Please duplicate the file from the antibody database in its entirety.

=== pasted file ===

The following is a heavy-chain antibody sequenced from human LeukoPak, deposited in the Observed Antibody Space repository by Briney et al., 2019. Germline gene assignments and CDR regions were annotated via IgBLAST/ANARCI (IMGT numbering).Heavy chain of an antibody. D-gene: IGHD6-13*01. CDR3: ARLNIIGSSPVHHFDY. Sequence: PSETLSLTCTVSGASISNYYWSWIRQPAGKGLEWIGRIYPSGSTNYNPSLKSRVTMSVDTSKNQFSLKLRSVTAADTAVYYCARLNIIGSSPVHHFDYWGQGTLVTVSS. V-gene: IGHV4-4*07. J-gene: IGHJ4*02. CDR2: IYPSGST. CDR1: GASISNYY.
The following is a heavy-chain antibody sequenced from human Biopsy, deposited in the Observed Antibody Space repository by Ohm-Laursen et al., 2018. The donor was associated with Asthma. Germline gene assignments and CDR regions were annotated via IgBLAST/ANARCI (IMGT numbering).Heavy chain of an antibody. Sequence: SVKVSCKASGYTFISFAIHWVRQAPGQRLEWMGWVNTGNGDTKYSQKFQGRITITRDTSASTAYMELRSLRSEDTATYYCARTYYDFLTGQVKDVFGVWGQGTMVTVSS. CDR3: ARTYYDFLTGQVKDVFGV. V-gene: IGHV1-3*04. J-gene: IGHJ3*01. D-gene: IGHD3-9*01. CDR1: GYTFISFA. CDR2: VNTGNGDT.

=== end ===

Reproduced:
The following is a heavy-chain antibody sequenced from human LeukoPak, deposited in the Observed Antibody Space repository by Briney et al., 2019. Germline gene assignments and CDR regions were annotated via IgBLAST/ANARCI (IMGT numbering).Heavy chain of an antibody. D-gene: IGHD6-13*01. CDR3: ARLNIIGSSPVHHFDY. Sequence: PSETLSLTCTVSGASISNYYWSWIRQPAGKGLEWIGRIYPSGSTNYNPSLKSRVTMSVDTSKNQFSLKLRSVTAADTAVYYCARLNIIGSSPVHHFDYWGQGTLVTVSS. V-gene: IGHV4-4*07. J-gene: IGHJ4*02. CDR2: IYPSGST. CDR1: GASISNYY.
The following is a heavy-chain antibody sequenced from human Biopsy, deposited in the Observed Antibody Space repository by Ohm-Laursen et al., 2018. The donor was associated with Asthma. Germline gene assignments and CDR regions were annotated via IgBLAST/ANARCI (IMGT numbering).Heavy chain of an antibody. Sequence: SVKVSCKASGYTFISFAIHWVRQAPGQRLEWMGWVNTGNGDTKYSQKFQGRITITRDTSASTAYMELRSLRSEDTATYYCARTYYDFLTGQVKDVFGVWGQGTMVTVSS. CDR3: ARTYYDFLTGQVKDVFGV. V-gene: IGHV1-3*04. J-gene: IGHJ3*01. D-gene: IGHD3-9*01. CDR1: GYTFISFA. CDR2: VNTGNGDT.